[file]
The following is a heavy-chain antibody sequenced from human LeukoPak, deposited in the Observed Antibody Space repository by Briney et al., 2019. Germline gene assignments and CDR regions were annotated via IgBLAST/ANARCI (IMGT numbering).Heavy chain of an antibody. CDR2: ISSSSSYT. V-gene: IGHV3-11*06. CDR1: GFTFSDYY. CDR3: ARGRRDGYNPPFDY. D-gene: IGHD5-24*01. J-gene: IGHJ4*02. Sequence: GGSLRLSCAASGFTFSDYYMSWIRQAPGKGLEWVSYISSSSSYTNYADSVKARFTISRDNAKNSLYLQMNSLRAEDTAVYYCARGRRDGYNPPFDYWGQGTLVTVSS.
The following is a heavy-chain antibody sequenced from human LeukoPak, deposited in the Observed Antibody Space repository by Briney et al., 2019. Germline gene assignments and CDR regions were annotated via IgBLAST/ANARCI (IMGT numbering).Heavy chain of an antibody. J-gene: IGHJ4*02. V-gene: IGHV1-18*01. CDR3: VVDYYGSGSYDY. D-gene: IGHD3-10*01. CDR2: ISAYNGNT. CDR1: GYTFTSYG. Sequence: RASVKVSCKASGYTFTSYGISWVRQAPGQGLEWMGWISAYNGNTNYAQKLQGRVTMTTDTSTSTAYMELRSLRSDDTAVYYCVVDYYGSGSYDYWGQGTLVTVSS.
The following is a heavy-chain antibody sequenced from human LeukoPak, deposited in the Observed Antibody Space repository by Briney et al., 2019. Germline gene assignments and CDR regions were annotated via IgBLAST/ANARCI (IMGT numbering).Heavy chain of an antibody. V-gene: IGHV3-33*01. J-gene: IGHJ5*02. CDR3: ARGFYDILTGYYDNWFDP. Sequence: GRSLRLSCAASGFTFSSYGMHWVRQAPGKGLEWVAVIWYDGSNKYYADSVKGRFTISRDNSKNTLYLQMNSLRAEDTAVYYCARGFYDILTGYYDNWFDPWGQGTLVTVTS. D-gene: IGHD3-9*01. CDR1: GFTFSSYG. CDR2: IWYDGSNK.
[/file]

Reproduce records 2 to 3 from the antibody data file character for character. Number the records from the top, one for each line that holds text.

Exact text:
The following is a heavy-chain antibody sequenced from human LeukoPak, deposited in the Observed Antibody Space repository by Briney et al., 2019. Germline gene assignments and CDR regions were annotated via IgBLAST/ANARCI (IMGT numbering).Heavy chain of an antibody. J-gene: IGHJ4*02. V-gene: IGHV1-18*01. CDR3: VVDYYGSGSYDY. D-gene: IGHD3-10*01. CDR2: ISAYNGNT. CDR1: GYTFTSYG. Sequence: RASVKVSCKASGYTFTSYGISWVRQAPGQGLEWMGWISAYNGNTNYAQKLQGRVTMTTDTSTSTAYMELRSLRSDDTAVYYCVVDYYGSGSYDYWGQGTLVTVSS.
The following is a heavy-chain antibody sequenced from human LeukoPak, deposited in the Observed Antibody Space repository by Briney et al., 2019. Germline gene assignments and CDR regions were annotated via IgBLAST/ANARCI (IMGT numbering).Heavy chain of an antibody. V-gene: IGHV3-33*01. J-gene: IGHJ5*02. CDR3: ARGFYDILTGYYDNWFDP. Sequence: GRSLRLSCAASGFTFSSYGMHWVRQAPGKGLEWVAVIWYDGSNKYYADSVKGRFTISRDNSKNTLYLQMNSLRAEDTAVYYCARGFYDILTGYYDNWFDPWGQGTLVTVTS. D-gene: IGHD3-9*01. CDR1: GFTFSSYG. CDR2: IWYDGSNK.